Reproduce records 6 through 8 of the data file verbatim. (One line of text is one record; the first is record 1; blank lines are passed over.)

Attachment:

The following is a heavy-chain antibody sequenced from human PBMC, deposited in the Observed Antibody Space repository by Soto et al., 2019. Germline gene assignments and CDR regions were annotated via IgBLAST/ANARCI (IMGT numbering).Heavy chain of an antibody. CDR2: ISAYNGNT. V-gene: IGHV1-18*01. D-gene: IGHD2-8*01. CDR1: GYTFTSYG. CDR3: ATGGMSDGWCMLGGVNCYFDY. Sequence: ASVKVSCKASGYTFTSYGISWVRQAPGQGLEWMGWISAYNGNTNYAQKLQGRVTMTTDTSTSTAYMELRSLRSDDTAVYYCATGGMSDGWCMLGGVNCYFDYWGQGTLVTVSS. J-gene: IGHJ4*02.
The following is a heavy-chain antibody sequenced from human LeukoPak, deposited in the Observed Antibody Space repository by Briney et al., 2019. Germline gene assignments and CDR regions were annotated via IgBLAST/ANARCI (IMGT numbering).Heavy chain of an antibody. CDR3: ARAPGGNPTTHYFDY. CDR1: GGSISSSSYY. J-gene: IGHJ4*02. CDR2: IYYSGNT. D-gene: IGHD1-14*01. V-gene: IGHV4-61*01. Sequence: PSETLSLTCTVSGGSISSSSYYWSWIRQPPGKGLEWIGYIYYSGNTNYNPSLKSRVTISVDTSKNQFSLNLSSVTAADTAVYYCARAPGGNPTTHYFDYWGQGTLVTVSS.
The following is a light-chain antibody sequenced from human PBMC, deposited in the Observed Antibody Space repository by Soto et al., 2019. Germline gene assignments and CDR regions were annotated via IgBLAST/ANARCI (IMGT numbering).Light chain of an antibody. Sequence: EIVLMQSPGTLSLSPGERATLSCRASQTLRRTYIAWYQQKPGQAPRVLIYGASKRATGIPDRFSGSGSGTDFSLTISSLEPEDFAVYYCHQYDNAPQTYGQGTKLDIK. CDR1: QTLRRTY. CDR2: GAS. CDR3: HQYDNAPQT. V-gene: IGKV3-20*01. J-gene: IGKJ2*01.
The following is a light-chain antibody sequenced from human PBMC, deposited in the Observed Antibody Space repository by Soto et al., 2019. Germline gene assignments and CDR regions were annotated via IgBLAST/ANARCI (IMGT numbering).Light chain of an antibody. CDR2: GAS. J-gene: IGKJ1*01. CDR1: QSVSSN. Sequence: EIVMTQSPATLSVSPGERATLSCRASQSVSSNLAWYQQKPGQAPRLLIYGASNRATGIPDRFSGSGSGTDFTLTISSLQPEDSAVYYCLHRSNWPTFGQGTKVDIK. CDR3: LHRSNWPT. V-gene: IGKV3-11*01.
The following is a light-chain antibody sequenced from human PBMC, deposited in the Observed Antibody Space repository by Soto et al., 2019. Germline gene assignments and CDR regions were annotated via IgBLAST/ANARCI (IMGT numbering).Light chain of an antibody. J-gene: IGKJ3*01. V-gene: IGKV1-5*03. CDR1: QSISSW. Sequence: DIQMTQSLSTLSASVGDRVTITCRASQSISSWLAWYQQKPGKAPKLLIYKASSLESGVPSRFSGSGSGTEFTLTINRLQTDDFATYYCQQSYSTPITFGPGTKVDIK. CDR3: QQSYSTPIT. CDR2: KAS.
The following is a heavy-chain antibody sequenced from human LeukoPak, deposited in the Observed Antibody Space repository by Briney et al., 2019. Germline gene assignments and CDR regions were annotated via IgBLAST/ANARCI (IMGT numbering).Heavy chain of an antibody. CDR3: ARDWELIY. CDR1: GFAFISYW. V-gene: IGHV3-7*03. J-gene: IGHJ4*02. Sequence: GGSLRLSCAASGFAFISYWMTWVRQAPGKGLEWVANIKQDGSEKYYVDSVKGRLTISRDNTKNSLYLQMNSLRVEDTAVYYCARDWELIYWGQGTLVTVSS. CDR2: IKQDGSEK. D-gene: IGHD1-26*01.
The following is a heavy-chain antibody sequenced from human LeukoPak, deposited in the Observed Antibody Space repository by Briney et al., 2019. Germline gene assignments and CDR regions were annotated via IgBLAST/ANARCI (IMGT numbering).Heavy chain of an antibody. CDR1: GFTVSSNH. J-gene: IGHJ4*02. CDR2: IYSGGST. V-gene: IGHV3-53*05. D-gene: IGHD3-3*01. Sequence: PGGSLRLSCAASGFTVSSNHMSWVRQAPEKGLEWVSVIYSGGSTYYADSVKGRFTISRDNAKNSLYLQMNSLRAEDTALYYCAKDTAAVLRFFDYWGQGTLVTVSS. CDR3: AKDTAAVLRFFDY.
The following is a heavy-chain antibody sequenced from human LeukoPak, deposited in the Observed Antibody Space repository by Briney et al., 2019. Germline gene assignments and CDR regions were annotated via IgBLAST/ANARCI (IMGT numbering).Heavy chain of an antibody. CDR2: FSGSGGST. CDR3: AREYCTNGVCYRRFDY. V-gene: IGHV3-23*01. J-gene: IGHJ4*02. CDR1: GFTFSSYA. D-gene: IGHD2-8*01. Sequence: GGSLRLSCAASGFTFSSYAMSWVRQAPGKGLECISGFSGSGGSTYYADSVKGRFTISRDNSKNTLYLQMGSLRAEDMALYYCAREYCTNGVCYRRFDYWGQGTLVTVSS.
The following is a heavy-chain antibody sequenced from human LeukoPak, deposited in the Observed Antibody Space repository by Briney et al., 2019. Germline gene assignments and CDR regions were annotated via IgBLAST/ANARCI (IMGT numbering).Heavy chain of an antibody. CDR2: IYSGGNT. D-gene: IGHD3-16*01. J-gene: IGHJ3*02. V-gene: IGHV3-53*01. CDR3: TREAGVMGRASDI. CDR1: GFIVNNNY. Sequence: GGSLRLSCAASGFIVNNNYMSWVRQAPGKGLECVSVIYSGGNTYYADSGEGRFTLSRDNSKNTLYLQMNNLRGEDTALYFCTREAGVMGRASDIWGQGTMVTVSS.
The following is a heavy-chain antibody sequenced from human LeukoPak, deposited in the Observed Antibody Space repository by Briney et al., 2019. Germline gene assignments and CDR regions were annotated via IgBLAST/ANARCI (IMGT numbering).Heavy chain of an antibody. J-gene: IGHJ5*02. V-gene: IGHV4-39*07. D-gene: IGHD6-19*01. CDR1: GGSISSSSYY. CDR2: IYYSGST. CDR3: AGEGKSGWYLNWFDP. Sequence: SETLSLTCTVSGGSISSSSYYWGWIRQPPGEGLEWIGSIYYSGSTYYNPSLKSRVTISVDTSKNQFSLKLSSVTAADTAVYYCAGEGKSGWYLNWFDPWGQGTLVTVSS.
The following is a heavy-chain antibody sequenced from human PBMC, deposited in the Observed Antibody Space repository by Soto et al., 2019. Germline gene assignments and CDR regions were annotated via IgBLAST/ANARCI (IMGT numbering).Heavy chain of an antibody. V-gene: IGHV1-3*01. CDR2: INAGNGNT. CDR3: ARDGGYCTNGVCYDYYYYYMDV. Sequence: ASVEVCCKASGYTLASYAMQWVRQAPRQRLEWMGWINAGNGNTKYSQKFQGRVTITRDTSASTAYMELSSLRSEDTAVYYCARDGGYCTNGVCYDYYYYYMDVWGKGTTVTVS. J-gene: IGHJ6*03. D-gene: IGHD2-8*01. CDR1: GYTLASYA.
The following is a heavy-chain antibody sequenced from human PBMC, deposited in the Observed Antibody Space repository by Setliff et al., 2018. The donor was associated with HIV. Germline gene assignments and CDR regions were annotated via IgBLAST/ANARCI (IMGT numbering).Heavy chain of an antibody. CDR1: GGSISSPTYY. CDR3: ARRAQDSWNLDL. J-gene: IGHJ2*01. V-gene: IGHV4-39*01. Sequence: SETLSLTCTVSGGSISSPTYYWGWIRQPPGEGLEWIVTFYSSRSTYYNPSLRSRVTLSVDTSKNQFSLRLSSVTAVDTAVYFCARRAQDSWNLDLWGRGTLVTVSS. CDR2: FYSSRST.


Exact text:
The following is a heavy-chain antibody sequenced from human LeukoPak, deposited in the Observed Antibody Space repository by Briney et al., 2019. Germline gene assignments and CDR regions were annotated via IgBLAST/ANARCI (IMGT numbering).Heavy chain of an antibody. CDR3: ARDWELIY. CDR1: GFAFISYW. V-gene: IGHV3-7*03. J-gene: IGHJ4*02. Sequence: GGSLRLSCAASGFAFISYWMTWVRQAPGKGLEWVANIKQDGSEKYYVDSVKGRLTISRDNTKNSLYLQMNSLRVEDTAVYYCARDWELIYWGQGTLVTVSS. CDR2: IKQDGSEK. D-gene: IGHD1-26*01.
The following is a heavy-chain antibody sequenced from human LeukoPak, deposited in the Observed Antibody Space repository by Briney et al., 2019. Germline gene assignments and CDR regions were annotated via IgBLAST/ANARCI (IMGT numbering).Heavy chain of an antibody. CDR1: GFTVSSNH. J-gene: IGHJ4*02. CDR2: IYSGGST. V-gene: IGHV3-53*05. D-gene: IGHD3-3*01. Sequence: PGGSLRLSCAASGFTVSSNHMSWVRQAPEKGLEWVSVIYSGGSTYYADSVKGRFTISRDNAKNSLYLQMNSLRAEDTALYYCAKDTAAVLRFFDYWGQGTLVTVSS. CDR3: AKDTAAVLRFFDY.
The following is a heavy-chain antibody sequenced from human LeukoPak, deposited in the Observed Antibody Space repository by Briney et al., 2019. Germline gene assignments and CDR regions were annotated via IgBLAST/ANARCI (IMGT numbering).Heavy chain of an antibody. CDR2: FSGSGGST. CDR3: AREYCTNGVCYRRFDY. V-gene: IGHV3-23*01. J-gene: IGHJ4*02. CDR1: GFTFSSYA. D-gene: IGHD2-8*01. Sequence: GGSLRLSCAASGFTFSSYAMSWVRQAPGKGLECISGFSGSGGSTYYADSVKGRFTISRDNSKNTLYLQMGSLRAEDMALYYCAREYCTNGVCYRRFDYWGQGTLVTVSS.